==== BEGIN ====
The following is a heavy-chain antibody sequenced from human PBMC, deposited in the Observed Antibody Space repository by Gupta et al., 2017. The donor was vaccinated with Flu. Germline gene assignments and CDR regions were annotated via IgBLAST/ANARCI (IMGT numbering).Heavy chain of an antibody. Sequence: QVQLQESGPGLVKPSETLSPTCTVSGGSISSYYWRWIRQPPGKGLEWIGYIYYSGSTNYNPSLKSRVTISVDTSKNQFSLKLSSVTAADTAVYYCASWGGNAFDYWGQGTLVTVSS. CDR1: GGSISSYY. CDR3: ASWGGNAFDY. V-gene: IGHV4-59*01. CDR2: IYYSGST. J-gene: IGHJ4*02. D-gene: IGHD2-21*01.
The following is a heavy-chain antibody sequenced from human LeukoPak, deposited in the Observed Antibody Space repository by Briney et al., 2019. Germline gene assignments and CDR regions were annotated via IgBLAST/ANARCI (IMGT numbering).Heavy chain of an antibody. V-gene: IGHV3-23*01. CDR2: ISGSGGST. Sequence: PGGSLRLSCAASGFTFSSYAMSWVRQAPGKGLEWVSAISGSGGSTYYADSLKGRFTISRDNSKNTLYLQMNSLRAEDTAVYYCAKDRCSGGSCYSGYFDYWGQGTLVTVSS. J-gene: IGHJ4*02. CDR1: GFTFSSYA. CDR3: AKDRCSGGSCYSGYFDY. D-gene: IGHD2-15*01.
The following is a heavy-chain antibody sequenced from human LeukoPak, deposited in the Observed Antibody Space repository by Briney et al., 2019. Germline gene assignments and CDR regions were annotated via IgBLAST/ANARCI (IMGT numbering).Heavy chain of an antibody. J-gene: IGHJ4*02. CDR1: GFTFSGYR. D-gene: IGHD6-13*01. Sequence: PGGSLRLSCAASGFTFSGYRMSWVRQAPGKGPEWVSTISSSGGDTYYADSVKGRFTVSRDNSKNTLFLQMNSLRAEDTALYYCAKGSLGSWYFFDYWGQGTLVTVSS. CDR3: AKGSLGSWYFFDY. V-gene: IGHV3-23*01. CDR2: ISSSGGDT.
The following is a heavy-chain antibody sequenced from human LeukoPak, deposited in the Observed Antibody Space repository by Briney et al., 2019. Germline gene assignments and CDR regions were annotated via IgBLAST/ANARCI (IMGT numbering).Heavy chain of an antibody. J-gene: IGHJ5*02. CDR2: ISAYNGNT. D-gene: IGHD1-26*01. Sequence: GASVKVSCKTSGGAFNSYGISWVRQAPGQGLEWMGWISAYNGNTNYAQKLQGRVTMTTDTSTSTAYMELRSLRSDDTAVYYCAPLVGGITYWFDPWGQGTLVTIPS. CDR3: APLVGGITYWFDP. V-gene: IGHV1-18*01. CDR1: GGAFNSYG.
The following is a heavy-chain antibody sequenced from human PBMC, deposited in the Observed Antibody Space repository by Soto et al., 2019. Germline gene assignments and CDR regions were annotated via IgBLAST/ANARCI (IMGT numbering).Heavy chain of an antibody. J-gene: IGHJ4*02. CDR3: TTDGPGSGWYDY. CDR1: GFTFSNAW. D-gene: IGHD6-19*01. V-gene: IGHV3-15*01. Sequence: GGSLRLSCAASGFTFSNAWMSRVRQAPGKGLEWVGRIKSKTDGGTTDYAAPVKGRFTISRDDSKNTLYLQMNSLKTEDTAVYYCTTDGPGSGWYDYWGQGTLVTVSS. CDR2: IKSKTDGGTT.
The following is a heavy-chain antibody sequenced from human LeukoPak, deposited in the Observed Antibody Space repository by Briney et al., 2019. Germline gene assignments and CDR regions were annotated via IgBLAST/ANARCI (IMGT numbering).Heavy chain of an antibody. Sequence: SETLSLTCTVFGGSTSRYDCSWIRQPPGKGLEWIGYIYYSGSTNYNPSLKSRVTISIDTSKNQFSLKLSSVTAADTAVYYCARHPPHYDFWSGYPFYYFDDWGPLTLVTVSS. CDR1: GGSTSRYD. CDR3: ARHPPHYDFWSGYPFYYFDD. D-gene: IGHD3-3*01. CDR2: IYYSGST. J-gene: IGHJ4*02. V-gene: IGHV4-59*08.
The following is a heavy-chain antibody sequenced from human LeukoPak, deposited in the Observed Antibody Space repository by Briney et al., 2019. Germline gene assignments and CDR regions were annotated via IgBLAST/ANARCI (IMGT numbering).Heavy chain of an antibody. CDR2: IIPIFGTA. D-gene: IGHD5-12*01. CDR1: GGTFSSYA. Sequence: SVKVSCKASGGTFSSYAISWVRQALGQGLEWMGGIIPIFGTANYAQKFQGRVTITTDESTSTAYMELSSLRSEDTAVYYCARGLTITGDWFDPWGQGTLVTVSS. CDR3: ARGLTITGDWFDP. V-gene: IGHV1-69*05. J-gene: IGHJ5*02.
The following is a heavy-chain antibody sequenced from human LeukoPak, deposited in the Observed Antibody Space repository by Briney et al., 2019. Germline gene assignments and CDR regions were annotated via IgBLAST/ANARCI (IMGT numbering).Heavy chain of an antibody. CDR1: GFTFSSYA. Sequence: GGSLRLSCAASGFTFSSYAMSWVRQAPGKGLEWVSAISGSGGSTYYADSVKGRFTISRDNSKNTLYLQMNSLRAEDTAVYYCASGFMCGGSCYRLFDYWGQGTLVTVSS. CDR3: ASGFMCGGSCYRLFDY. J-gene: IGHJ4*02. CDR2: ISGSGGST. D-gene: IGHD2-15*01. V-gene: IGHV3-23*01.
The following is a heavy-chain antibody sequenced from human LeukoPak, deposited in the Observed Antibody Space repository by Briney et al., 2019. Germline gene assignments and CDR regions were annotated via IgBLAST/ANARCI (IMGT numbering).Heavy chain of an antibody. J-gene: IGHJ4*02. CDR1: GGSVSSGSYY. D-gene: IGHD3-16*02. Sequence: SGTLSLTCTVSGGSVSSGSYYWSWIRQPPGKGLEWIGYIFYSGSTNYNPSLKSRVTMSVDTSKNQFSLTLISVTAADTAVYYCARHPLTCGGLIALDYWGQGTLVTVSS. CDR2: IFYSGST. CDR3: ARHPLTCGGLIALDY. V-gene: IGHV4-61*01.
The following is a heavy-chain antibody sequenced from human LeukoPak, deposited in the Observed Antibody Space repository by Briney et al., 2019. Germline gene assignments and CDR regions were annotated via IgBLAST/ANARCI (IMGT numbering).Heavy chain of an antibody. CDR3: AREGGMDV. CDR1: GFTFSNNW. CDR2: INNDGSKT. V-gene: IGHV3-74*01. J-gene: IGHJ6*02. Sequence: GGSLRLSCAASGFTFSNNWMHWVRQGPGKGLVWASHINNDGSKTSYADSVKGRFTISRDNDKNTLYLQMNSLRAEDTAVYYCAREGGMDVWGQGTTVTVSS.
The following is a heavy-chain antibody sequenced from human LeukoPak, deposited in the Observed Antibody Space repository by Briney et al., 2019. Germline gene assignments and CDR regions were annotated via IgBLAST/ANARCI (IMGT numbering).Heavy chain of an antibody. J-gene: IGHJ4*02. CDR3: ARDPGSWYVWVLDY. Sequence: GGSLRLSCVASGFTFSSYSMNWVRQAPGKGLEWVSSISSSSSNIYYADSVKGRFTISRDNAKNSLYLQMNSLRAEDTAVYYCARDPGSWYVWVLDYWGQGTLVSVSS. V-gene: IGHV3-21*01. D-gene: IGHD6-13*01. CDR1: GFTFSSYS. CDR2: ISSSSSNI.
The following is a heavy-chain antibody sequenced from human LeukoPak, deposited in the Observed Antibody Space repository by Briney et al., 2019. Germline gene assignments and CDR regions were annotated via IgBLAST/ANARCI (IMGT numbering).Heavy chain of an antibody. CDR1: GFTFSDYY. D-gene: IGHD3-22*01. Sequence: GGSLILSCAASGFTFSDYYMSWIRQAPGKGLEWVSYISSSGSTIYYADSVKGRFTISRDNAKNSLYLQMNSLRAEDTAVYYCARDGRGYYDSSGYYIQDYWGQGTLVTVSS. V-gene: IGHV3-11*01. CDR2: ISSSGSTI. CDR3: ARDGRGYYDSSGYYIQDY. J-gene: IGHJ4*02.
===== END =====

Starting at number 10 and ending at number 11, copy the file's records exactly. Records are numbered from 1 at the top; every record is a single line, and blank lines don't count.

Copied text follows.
The following is a heavy-chain antibody sequenced from human LeukoPak, deposited in the Observed Antibody Space repository by Briney et al., 2019. Germline gene assignments and CDR regions were annotated via IgBLAST/ANARCI (IMGT numbering).Heavy chain of an antibody. CDR3: AREGGMDV. CDR1: GFTFSNNW. CDR2: INNDGSKT. V-gene: IGHV3-74*01. J-gene: IGHJ6*02. Sequence: GGSLRLSCAASGFTFSNNWMHWVRQGPGKGLVWASHINNDGSKTSYADSVKGRFTISRDNDKNTLYLQMNSLRAEDTAVYYCAREGGMDVWGQGTTVTVSS.
The following is a heavy-chain antibody sequenced from human LeukoPak, deposited in the Observed Antibody Space repository by Briney et al., 2019. Germline gene assignments and CDR regions were annotated via IgBLAST/ANARCI (IMGT numbering).Heavy chain of an antibody. J-gene: IGHJ4*02. CDR3: ARDPGSWYVWVLDY. Sequence: GGSLRLSCVASGFTFSSYSMNWVRQAPGKGLEWVSSISSSSSNIYYADSVKGRFTISRDNAKNSLYLQMNSLRAEDTAVYYCARDPGSWYVWVLDYWGQGTLVSVSS. V-gene: IGHV3-21*01. D-gene: IGHD6-13*01. CDR1: GFTFSSYS. CDR2: ISSSSSNI.